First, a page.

The slicer 142 c converts curvy signal e) into digitized transmission data f), using hysteresis thresholding with the maximum and minimum levels computed at the threshold computing unit 145, and outputs transmission data f). For example, the slicer 142 c outputs data ‘1’ if curvy signal e) exceeds the maximum level, and outputs data ‘0’ if curvy signal e) does not exceed the minimum level, and then accordingly generates transmission data f).

The peak detecting unit 144 computes maximum and minimum averages of curvy signal e) being output from the BB amplifying unit 142 b. That is, the peak detecting unit 144 divides one frame of curvy signal e) into a plurality of segments, detects maximum and minimum values of the respective segments, and computes maximum and minimum averages of the one frame. The minimum value of each segment is determined by noise level.

The threshold computing unit 145 computes maximum and minimum levels as the thresholds of curvy signal e), by incorporating the maximum and minimum averages detected at the peak detecting unit 144 into mathematical formula:
V high =V min+(Y+X)*Delta   [Mathematical formula 1]
V low =V min+(Y−X)*Delta

where Vhigh denotes maximum level, Vlow denotes minimum level, Vmax denotes maximum average, Vmin denotes minimum average, Delta=Vmax−Vmin, and X and Y denote variables set by a user according to the simulation to minimize the bit error rate (BER).

The first correlator 147 computes correlativity, by multiplying the transmission data by a code generated at the code generating unit 180.

The recovery unit 148 recovers transmission data f) into original data according to the correlativity computed at the first correlator 147, and outputs the result. In other words, the recovery unit 148 recovers transmission data f) into original data, if determining auto-correlation with the received chaotic carrier signal.

FIGS. 2A to 2D illustrate optical orthogonal coding (OOC) model and correlation model used in a communication apparatus according to an exemplary embodiment of the present invention.

Optical orthogonal code (OOC) employed in the exemplary embodiment of the present invention may be defined by (n, w, λa, λc), where n denotes length of the code, w denotes the number of 1s included in the code, and λa and λc denote status of correlation which indicate the characteristic of the OOC. λa denotes the maximum magnitude of periodic auto-correlation sidelobes, and λc denotes the maximum magnitude of periodic cross-correlation. The characteristic of the OOC according to the exemplary embodiment of the present invention may be expressed by:

TABLE 1
N Optical (n, 3, 1, 1)
7 {0, 1, 3}
13 {0, 1, 4} {0, 2, 7}
19 {0, 1, 5} {0, 2, 8} {0, 3, 10}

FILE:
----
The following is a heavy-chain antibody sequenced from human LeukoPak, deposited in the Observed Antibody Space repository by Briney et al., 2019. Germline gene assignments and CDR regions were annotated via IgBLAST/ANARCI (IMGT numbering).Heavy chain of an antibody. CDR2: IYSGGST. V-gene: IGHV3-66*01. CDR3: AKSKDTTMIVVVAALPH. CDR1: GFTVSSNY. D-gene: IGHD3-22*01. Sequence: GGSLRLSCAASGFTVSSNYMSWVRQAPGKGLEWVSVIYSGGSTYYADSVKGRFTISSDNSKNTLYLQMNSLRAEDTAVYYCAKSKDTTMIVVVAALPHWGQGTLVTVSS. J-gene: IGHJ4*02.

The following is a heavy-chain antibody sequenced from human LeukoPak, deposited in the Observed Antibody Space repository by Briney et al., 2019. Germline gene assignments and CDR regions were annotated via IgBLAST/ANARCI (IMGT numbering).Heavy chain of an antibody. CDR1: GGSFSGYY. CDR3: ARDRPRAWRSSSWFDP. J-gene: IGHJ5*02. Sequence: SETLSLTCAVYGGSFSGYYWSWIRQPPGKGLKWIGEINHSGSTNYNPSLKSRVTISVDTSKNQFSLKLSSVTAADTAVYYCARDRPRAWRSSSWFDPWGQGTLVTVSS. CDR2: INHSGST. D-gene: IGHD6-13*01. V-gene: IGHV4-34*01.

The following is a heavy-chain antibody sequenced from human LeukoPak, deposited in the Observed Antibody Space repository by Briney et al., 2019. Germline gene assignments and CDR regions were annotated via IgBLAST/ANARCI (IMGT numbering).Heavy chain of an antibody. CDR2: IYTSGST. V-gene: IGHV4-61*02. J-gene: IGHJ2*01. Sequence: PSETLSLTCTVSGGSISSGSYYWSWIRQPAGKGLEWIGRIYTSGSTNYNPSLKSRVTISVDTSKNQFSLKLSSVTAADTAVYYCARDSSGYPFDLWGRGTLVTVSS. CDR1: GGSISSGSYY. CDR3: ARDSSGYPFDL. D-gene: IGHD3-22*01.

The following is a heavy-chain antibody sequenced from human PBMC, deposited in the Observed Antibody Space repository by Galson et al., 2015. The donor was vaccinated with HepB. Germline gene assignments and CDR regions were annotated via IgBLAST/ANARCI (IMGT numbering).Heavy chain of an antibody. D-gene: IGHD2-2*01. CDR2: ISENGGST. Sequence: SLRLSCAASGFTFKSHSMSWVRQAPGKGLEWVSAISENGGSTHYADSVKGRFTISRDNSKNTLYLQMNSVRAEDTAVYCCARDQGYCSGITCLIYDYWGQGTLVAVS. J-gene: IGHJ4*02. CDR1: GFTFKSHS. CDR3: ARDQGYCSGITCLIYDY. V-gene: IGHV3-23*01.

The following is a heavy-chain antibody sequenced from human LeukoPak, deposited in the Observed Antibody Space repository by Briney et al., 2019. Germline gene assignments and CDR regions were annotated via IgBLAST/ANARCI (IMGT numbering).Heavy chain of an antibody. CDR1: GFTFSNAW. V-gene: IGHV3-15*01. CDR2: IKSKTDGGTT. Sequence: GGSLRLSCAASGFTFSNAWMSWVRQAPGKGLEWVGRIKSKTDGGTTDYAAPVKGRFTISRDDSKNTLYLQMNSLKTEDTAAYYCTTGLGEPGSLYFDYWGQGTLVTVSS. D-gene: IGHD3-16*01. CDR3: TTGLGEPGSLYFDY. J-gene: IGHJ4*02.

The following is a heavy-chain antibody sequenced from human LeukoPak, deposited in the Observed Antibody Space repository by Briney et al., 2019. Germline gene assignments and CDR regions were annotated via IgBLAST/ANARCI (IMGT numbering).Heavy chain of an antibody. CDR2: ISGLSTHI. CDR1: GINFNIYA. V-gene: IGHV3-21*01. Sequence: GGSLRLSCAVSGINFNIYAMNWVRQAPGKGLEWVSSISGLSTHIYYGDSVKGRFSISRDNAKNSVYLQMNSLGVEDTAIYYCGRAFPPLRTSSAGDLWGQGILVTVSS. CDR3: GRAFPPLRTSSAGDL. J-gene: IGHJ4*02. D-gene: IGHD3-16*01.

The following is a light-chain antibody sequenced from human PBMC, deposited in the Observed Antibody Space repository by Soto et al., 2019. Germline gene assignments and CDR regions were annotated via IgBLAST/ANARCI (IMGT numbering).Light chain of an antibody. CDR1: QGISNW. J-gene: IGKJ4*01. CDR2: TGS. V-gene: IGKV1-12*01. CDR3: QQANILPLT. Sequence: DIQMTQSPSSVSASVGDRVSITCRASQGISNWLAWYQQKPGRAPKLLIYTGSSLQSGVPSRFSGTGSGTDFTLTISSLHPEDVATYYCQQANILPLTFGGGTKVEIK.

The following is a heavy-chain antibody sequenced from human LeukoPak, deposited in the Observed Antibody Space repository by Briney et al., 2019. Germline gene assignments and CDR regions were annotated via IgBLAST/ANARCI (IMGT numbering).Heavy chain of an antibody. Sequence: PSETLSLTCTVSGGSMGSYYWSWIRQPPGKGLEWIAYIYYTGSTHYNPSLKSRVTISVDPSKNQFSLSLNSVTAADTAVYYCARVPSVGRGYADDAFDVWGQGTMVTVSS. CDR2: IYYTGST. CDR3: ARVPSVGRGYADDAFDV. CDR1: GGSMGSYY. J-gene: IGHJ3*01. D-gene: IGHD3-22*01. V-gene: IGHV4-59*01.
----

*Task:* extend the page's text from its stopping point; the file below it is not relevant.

25 {0, 1, 6} {0, 2, 9} {0, 3, 11} {0, 4, 13}

FIG. 2A illustrates an OOC model corresponding to {0, 1, 4}, and FIG. 2B illustrates an OOC model corresponding to {0, 2, 7}. The length of the code in the OOC models illustrated in FIGS. 2A and 2B is 13.

FIGS. 2C and 2D show the correlation between the two OOC {0, 1, 4} and {0, 2, 7}. Referring to FIGS. 2C and 2D, λa and λc are 1, respectively, indicating that the two codes have one maximum-overlapping area, even in the asynchronous state.

P of PSC is generated from Galois field GF(P), and may be expressed by:
S x=(s x0 ,s x1 , . . . , s xj , . . . , s x(p−1))   [Mathematical formula 2]

where Sx denotes a prime sequence, and is generated by multiplying component x of GF(P) by all the other components j of GF(P). GF(P)={0, 1, . . . , j, p−1}.

The characteristic of the PSC may be expressed by the following tables, where p=3 and p=5, respectively:

TABLE 2
X 0 1 2 sequence code sequences
0 0 0 0 S0 c0 = 100 100 100
1 0 1 2 S1 c1 = 100 010 001
2 0 2 1 S2 c2 = 100 001 010

TABLE 3
x 0 1 2 3 4 sequence code sequence
0 0 0 0 0 0 S0 c0 = 10000 10000 10000
10000 10000
1 0 1 2 3 4 S1 c1 = 10000 01000 00100
00010 00001
2 0 2 4 1 3 S2 c2 = 10000 00100 00001
01000 00010
3 0 3 1 4 2 S3 c3 = 10000 00010 01000
00001 00100
4 0 4 3 2 1 S4 c4 = 10000 00001 00010
00100 01000

FIGS. 3A to 3D illustrate a signal model being processed by a communication apparatus according to an exemplary embodiment of the present invention.

FIG. 3A illustrates a source data model for transmission, which has the value of [0000010110]. FIG. 3B illustrates an OOC model, which has the value of {0, 2, 7}.

The second correlator 165 obtains transmission data by multiplying source data of [0000010110] by OOC of {0, 2, 7} generated at the code generating unit 180, and obtains the results as illustrated in FIG. 3C by masking chaotic signal with respect to the transmission data. As shown, chaotic signal is masked to OOC of {0, 2, 7} and output, when the source data is 1.

FIG. 3D shows curved signal e) which is output from the detector 142 a and input to the BB amplifying unit 142 b. If data is identical to that shown in FIG. 3C, that is, if data is 1, the curved signal corresponding to OOC of {0, 2, 7} is detected in the size as illustrated in FIG. 3D. The BB amplifying unit 142 b amplifies the curved signal of FIG. 3D to a predetermined level, and outputs the amplified signal.

The same methods illustrated in FIGS. 3A to 3D are applicable to the PSC.

FIGS. 4A and 4B are views provided for explaining a peak detecting unit of a communication apparatus according to an exemplary embodiment of the present invention.

Referring to FIG. 4A, the peak detecting unit 144 divides one frame of curved signal being output from the BB amplifying unit 142 b into 20 segments. As illustrated in FIG. 4B, an output analog signal in curved signal format is divided into 20 segments, using reset signal. An output peaks signal of the output analog signal is then detected, and maximum values Vmax1, Vmax2, . . . , Vmax20 and minimum values Vmin1, Vmin2, . . . , Vmin20 of the respective segments are detected, using the detected peak signal.